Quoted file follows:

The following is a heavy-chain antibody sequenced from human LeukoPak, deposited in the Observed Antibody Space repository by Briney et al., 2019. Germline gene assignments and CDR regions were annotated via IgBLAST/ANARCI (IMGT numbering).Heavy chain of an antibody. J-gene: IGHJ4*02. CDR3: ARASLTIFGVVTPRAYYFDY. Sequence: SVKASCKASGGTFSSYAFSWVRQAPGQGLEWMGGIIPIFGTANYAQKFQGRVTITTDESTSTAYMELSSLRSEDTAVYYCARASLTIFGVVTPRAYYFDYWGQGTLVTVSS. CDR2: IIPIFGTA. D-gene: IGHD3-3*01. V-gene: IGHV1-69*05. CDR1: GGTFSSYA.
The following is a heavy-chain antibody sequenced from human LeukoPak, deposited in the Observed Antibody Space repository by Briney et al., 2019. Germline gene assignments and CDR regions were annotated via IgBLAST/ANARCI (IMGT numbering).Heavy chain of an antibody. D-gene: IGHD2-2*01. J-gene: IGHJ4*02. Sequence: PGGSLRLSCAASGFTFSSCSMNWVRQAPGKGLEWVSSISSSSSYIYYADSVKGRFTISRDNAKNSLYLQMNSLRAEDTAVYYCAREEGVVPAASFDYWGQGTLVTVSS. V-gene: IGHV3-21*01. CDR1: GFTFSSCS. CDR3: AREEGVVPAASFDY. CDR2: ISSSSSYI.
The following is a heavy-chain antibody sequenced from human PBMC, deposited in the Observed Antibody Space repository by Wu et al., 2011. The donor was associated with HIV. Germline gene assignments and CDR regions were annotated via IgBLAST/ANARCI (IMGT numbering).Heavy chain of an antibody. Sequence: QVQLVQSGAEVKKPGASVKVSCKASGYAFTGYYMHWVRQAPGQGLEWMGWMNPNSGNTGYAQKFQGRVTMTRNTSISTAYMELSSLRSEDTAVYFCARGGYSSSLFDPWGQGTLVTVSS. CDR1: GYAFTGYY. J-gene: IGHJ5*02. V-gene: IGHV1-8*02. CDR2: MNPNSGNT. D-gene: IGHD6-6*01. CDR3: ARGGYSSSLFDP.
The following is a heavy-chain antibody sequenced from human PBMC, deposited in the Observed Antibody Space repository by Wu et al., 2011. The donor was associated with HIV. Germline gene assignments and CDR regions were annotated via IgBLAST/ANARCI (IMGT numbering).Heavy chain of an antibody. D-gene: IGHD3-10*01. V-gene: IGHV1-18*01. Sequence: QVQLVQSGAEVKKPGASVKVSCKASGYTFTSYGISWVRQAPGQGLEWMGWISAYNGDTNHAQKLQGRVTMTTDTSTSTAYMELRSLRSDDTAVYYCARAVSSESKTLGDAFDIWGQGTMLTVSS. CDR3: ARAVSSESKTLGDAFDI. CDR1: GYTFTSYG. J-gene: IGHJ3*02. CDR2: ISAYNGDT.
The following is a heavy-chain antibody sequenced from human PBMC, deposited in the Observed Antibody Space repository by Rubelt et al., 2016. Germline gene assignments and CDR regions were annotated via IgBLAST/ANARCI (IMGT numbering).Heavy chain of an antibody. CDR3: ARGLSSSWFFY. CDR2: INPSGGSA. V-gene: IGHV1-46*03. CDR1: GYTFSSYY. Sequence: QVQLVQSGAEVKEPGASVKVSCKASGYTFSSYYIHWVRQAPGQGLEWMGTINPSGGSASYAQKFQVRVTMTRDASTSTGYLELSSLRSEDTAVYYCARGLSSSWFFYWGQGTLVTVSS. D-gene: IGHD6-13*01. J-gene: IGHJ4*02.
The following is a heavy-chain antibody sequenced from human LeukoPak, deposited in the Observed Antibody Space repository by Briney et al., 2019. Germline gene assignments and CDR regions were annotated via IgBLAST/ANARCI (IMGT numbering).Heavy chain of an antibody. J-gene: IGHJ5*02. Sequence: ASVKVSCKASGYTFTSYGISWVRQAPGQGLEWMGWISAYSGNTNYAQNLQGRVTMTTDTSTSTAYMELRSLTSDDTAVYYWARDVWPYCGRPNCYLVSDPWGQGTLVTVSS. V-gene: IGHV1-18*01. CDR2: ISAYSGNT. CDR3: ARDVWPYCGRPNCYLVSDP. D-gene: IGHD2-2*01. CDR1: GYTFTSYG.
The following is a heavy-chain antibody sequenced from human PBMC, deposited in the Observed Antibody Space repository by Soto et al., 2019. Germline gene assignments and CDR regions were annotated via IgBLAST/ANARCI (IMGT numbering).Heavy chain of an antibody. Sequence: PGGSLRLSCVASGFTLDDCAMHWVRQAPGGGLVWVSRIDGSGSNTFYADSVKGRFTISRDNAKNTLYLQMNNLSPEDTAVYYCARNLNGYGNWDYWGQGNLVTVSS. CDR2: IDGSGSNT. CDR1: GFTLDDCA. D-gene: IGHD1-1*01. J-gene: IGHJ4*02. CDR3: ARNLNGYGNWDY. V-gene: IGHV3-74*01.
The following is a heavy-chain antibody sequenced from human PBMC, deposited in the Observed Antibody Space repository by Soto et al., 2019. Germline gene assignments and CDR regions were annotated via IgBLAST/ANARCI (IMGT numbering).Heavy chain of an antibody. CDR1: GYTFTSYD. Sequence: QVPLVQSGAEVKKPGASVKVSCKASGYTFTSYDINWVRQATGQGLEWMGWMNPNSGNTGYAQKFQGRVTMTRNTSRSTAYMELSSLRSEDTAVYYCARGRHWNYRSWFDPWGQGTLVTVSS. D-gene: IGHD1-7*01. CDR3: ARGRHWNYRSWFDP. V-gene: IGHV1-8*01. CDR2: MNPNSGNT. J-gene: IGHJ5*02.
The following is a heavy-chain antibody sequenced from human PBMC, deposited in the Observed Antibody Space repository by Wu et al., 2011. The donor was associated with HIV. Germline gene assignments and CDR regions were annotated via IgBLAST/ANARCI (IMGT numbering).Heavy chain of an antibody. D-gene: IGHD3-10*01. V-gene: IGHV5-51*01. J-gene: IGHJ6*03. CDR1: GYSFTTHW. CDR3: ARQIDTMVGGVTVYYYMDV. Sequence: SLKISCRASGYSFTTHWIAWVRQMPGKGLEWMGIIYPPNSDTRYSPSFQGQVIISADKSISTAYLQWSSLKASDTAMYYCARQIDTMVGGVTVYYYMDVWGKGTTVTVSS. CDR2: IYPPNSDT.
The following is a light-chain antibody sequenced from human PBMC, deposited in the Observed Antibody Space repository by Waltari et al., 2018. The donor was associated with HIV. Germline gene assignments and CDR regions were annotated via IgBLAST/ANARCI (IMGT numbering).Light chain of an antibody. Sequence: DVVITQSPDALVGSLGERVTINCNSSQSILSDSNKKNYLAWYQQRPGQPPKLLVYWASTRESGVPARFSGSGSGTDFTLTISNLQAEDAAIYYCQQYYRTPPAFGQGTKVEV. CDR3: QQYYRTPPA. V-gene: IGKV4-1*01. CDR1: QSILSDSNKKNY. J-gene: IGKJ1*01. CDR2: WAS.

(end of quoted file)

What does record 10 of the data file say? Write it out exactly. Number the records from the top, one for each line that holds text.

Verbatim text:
The following is a light-chain antibody sequenced from human PBMC, deposited in the Observed Antibody Space repository by Waltari et al., 2018. The donor was associated with HIV. Germline gene assignments and CDR regions were annotated via IgBLAST/ANARCI (IMGT numbering).Light chain of an antibody. Sequence: DVVITQSPDALVGSLGERVTINCNSSQSILSDSNKKNYLAWYQQRPGQPPKLLVYWASTRESGVPARFSGSGSGTDFTLTISNLQAEDAAIYYCQQYYRTPPAFGQGTKVEV. CDR3: QQYYRTPPA. V-gene: IGKV4-1*01. CDR1: QSILSDSNKKNY. J-gene: IGKJ1*01. CDR2: WAS.